Effects of climate change felt on slopes of Perfect North


Statistics from USA Climate Change. Infographic by  Madison Krell.

Recent anomalies in global climate levels have caught the attention of world leaders.

Beginning on November 30, 2015, the United Nations held Climate Change Conferences in Paris to discuss global climate change and course of action over the next few years to reduce the world’s pollution output and prevent catastrophic climate change.

The Paris Agreement includes a commitment to keep global temperatures below 2 degrees C (35.6 F). Countries are also expected to create greenhouse gas reduction targets, renewed every five years. The deal requires developed nations to give $100 billion annually to developing countries to combat climate change and promote greener economies.

The UN has high hopes for the Paris Agreement, but with the goal of a carbon-neutral world, Geology teacher Cody Kreager said global participation is necessary.

“If you really want to see a difference you need as many people on board as possible,” Kreager said. “If you’ve got five or six countries that are trying to do everything and then you’ve got five or six countries that aren’t doing anything, it’s going to cancel out. There would be no movement forward.”

Advanced Placement Human Geography teacher Caryn Jenkins said participation from all countries may not be feasible. As countries are developing, Jenkins said a debate has risen between nations on the need for fossil fuels.

“There’s a great point that India made,” Jenkins said. “India keeps saying ‘U.S., you had your chance. Britain you had your chance. You’re the ones who made the climate that we’re in. You need to give us the opportunity to develop. How are we going to do that without fossil fuels or carbon dioxide producing energy sources?’ I think that’s a great point.”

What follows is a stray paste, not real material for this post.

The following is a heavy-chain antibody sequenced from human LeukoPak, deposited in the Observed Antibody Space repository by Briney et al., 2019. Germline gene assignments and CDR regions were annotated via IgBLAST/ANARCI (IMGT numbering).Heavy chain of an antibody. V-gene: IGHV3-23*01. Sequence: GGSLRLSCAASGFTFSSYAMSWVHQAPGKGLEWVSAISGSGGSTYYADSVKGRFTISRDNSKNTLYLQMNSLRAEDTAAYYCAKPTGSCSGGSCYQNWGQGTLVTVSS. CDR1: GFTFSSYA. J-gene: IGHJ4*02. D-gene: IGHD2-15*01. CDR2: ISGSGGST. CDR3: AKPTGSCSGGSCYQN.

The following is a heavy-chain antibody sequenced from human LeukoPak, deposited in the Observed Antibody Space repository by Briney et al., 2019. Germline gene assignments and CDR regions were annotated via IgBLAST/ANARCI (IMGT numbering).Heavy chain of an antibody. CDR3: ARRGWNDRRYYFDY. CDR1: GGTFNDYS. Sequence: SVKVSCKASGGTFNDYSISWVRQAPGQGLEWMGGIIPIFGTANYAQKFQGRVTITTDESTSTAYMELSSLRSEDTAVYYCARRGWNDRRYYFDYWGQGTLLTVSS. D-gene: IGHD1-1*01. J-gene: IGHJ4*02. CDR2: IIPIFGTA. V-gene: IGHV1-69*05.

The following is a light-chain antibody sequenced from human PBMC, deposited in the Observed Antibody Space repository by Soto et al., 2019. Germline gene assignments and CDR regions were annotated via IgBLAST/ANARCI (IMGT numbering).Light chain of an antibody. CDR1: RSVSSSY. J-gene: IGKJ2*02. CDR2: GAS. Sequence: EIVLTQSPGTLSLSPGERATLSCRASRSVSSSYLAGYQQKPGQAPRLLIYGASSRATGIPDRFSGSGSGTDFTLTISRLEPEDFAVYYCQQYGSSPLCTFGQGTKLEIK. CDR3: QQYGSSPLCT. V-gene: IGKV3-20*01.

The United States as a whole has experienced warmer temperatures. Every state east of the 100th Meridian West is experiencing temperatures above average, and the rapid warming of Great Lakes have exemplified the problem.

Kreager said effects of global warming can been seen minutes away from Mason. The Ohio River Valley Sanitation Commission said the Ohio River continues to be the most polluted body of water in the United States for the seventh year.

“Global warming is not just emissions, it’s also the other pollutants as well,” Kreager said. “The number one polluted place in the United States is the Ohio River. There’s a steel mill down there, and they pump all these toxins and stuff into the Ohio river.”

The Toxic Release Inventory (TRI) for the Ohio River recorded increasing mercury levels. In 2007, there were 61 pounds of mercury in the water. That number has risen over 500 percent, and as of 2013 there are 380 pounds in the river. Despite such a large amount, mercury is only the 48th most heavily concentrated pollutant in the Ohio River. The TRI has recorded more than 23 million chemicals that have been emptied into the Ohio River.

U.S Climate Data said Mason’s average temperature in December is 34 degrees F and 30.5 degrees F in January. Record high temperatures were recorded on December 23 when temperature rose to 69 degrees F.

While Perfect North’s season usually begins in November, this season the ski resort remained closed until late December. Marketing Director Ellen Perfect said recent warmer temperatures have prevented them from making enough snow to open the resort.

“This season, we opened on December 22 and 23 but had to close because of extremely warm temperatures and rain that melted the snow,” Perfect said. “This warm weather has had a negative effect on our business. We can’t make snow until the temperatures hit around 28 degrees, so the El Nino weather pattern has interrupted our snowmaking schedule.”

Junior Elijah Kelly has been recreationally skiing at Perfect North and said this winter’s unusually grassy hills have made skiing an impossible task.

“I knew it was going to be a risk when buying a pass in the summer it might not snow,” Kelly said. “By this time last year I’d have already gone three or four times, but obviously this year.”

A season pass at Perfect North costs $525 with daily admission costing $47. With the additional cost of ski or snowboard rentals, one would have to venture to the slopes 7 times to get their money’s worth. For Kelly and other adventurists, the possibility of getting this many trips in is becoming increasingly unlikely.

Record high temperatures and increasing levels of pollution across the globe have signaled to world leaders the dangers of the situation. Even so, the Paris Agreement won’t likely be implemented for several more years. Kreager said the further the situation is prolonged, the more negative its impact becomes.

“The earth’s still going to be here long after us,” Kreager said. “The only thing that we need to worry about is our perseverance in human beings. It’s not the earth that we’re hurting, it’s ourselves.”

In collaboration with Asia Porter.


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